Vermont based Bow Thayer takes a mighty stride forward on Eden, his third album with his Perfect Trainwreck set up. Originally from Boston Thayer has featured in several bands as he has pursued his version of a driving folk, country and blues sound with his weapon of choice these days being an electric banjo. Eden finds him on top form as he crafts a powerful album packed full of melodic hard rocking songs with his signature banjo, pedal steel guitar and occasional horn section combining to create a big big sound. While at times it’s not too far removed from the “jam band bluegrass” of the likes of Trampled By Turtles Thayer reins any excess in and instead drinks from the cup of The Allmans, The Band and Tom Petty, a southern soup of sounds which benefits from a fine production by Justin Coup, producer of the late Levon Helm (Helm himself having played on a previous Thayer release).
The album opens with The Beauty of All Things which could be a Mudcrutch number with its Petty vocal similarities. It’s a great driving pop song that happens to feature banjo and a great opener. It gives way to the urgent thrust of Blackstone Valley which resembles a hopped up Midnight Rider. The combination of Thayer’s banjo and the rock thrust of the rhythm section is exhilarating and the soaring pedal steel adds a majestic feel to the song. The banjo/pedal steel interplay is excellent throughout the album and when a horn section is added as on Inside Joke one is bereft of comparisons and the only thing to say is that it works and it works wonderfully. Chuck in some fine organ playing to this mix and Perfect Trainwreck come across as the type of band Little Feat might have become if Bill Payne hadn’t been so jazz orientated and preferred his funk. There’s a soul stew of songs here that simmer and bubble with the temperature cooked up by Little Feat on Oh, Atlanta or Feats Don’t Fail Me Now. Trials, a fast paced greyhound of a song again features horns while the title song chugs mightily like the Mississippi, churning away while Thayer conjures up a post apocalyptic vision. The Tide is a diatribe against pollution and features some magnificent slide guitar while the band swirls and eddies like the muddy Mississippi. The closing song, Happy Ending shows that Thayer and band can turn down the dials as they turn in an initially laidback performance that grows in intensity as Thayer again delivers an apocalyptic vision that howls eventually with a burning anger. Tremendous stuff.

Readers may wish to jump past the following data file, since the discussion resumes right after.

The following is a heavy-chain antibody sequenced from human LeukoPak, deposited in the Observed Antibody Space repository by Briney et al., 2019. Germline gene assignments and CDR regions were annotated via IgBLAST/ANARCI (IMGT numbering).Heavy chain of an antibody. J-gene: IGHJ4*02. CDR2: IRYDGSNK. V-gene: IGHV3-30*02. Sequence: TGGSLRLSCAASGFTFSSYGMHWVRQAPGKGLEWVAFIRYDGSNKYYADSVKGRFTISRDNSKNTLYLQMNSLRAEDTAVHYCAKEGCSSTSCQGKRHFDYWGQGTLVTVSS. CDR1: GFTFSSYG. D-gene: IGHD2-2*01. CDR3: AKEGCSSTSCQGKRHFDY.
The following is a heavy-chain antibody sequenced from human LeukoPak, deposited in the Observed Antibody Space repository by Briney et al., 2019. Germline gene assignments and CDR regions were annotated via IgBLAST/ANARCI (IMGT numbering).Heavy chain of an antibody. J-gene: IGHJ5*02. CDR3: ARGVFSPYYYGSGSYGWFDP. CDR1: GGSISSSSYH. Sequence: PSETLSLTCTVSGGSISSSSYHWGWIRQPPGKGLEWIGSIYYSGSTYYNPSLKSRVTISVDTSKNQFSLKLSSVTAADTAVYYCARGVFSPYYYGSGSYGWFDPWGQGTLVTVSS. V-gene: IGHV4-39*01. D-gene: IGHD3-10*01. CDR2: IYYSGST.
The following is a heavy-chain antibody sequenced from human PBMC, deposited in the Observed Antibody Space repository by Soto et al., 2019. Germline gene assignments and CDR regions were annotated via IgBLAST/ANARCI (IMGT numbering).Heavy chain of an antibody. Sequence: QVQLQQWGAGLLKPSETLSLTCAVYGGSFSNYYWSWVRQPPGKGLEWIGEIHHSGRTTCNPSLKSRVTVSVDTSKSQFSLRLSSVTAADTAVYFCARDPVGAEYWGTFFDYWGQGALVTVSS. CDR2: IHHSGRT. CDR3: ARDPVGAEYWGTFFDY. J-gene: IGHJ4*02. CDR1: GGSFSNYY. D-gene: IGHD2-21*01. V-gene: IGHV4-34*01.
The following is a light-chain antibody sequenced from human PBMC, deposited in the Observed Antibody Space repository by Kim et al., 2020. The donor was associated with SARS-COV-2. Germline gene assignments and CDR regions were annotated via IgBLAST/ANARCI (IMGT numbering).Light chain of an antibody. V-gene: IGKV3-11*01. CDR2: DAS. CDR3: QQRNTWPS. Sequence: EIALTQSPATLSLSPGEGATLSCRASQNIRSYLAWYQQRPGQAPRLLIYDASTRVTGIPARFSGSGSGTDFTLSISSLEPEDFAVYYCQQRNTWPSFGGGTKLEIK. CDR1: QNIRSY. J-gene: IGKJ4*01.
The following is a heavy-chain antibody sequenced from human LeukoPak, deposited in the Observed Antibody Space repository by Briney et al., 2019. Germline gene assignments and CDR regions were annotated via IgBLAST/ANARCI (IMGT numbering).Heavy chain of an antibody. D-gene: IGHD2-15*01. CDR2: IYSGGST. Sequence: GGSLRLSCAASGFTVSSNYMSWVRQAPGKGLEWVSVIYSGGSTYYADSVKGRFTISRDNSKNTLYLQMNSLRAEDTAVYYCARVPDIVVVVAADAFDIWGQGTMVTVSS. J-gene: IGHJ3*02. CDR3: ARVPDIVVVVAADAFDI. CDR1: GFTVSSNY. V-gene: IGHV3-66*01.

Finally I guess it’s safe to say that Eden is something of a concept album with several of the songs portraying folk preparing for the end of the world and eventually emerging after a cataclysm to make some sense of what is left. In the centre of the album Thayer plays a mini song suite, Parallel Lives that could have been oh so pretentious and there is a slight whiff of the Eagles Journey of the Sorcerer in there. However he ties together the tale of an old man unburied due to the catastrophe and the end of rivers and trees with a sublime instrumental and a redneck rail against the injustice of it all. It’s not prog rock and the songs all stand on their own two feet so concept or not do dive in.